A few months ago I was introduced to Jennifer Nu when she needed someone to photograph her haggis for an Edible Alaska article. (I'm aware of how wonderfully absurd that sounds. I love Fairbanks ... you can't make this stuff up, people.) Initially, I was a little puzzled about what appeared to be the Scottish vibe of her dish, but I almost immediately understood that her pursuit of haggis had almost nothing to do with international cuisine and everything to do with a grounded passion for a truly farm-to-table plate. I soon realized that her Alaskan haggis (haggieses? Is there plural form, or is it like "moose"?...) were elevating the noble pursuit of knowing where your food comes from (and using every part of an animal possible) to a whole new level.
Jennifer's thoughts on Alaskan haggis - and her recipe - are featured in the current Spring 2017 issue of Edible Alaska, and there's even more on the Edible website here. I highly recommend you grab a copy - it's a publication absolutely filled to the brim with wonderful stuff.
As a continuation of our collaboration, Jennifer and I wanted to put something up on my little blog here, as well! Here are a few more of my favorite images, along with some more thoughts by Jennifer. All non-italicized text that follows is authored by Jennifer Nu. You can contact Jennifer at email@example.com.
When I first moved to Fairbanks, I quickly found myself blessed with many opportunities to purchase food directly from the people who dedicated their time and energy in producing it. As a home chef, it was a delight to engage in an endless exploration and experimentation with processing, preserving, and cooking local foods in old and new ways. While gardening, foraging, and cooking vegetables are all familiar, the nitty-gritty of harvesting and processing meat was a totally new adventure. I was excited at the prospect of access to wild game such as moose and caribou, and also locally-raised farm animals, like lambs and chickens.
With so many options, I quickly realized how little I knew. I had so many questions: How was the animal raised? What did it eat? Did it have a good life? How does it taste?
Once these questions were answered satisfactorily, the questions became more practical: What parts of the animal are edible? What can be used? How does one be respectful to an animal that gives up its life?
My first winter, I eagerly purchased a whole lamb from Frigid Farm, a wonderful family farm run by Megan and Andrew Hamelin, a talented, super-hardworking couple in Two Rivers. After purchasing the live lamb, I took it to my friends who helped me butcher it. At first I was just interested in the meat, but because I had purchased the whole animal who had given up its life, I really wanted to make an effort to honor its sacrifice by using as much of it as possible.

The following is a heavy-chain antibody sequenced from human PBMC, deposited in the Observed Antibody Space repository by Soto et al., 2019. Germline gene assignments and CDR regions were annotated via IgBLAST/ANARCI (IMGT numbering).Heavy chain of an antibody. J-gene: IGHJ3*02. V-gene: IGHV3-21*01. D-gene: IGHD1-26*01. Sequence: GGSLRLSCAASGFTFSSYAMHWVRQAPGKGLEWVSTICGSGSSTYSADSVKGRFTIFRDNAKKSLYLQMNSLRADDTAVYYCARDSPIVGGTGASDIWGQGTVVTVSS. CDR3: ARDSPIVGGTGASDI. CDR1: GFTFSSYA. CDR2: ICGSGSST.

When my friend took out the stomach and organs, it occurred to me that there was a traditional Scottish dish that could be made with these valuable pieces: haggis.
It’s one thing hearing about an exotic dish and wanting to make it. It’s another to actually go out and make it. Figuring out how to make haggis has been a scavenger hunt of sorts. A gastronomic adventure that began with a series of questions, followed by a flurry of research using books from the local library and whatever information I could find in blog posts, recipes, videos, and conversations. One question soon led to another. How do I prep the stomach? Do I include kidneys? Why doesn’t that guy include the kidneys? Do I use the whole liver? or just half the liver? What kind of spices? Are spices like pepper even traditional to Scottish dishes? Garlic or no garlic? Do I add spices when boiling the pluck or not? How many times should I change the saltwater vinegar brine solution for the stomach? Do I even have salt? Oh no, I need to go and get salt.
This experience has inspired me to learn more about eating those odd bits, the unspeakable parts, the just-as-essential pieces of the animal. Ultimately, this means getting to know it from the beginning to the end, and from the inside out. In the process, I’ve developed a deep appreciation for people all over the world who have perfected this art over the generations, and I look forward to continuing old traditions while at the same time creating new ones.
Jennifer also shared just a few of the things she's learned about offal:
All together, the lungs, kidneys, heart, and liver of a lamb weighed just over 2 pounds, plus throw in the rich flavors of the lacy fat that surrounds and protects the stomach, you’re looking at a whopping 700 grams, or 3 pounds of food!
The liver is rich in iron and vitamin A, and D, as well as other easily absorbed minerals and vitamins.
The kidneys are rich in vitamin B12, selenium, iron, copper, phosphorous and zinc.
Lamb organs are gorgeous packets of nutritional goodness packed with minerals such as iron, copper, vitamins A, B complex, folic acid, CoQ10, and much much more.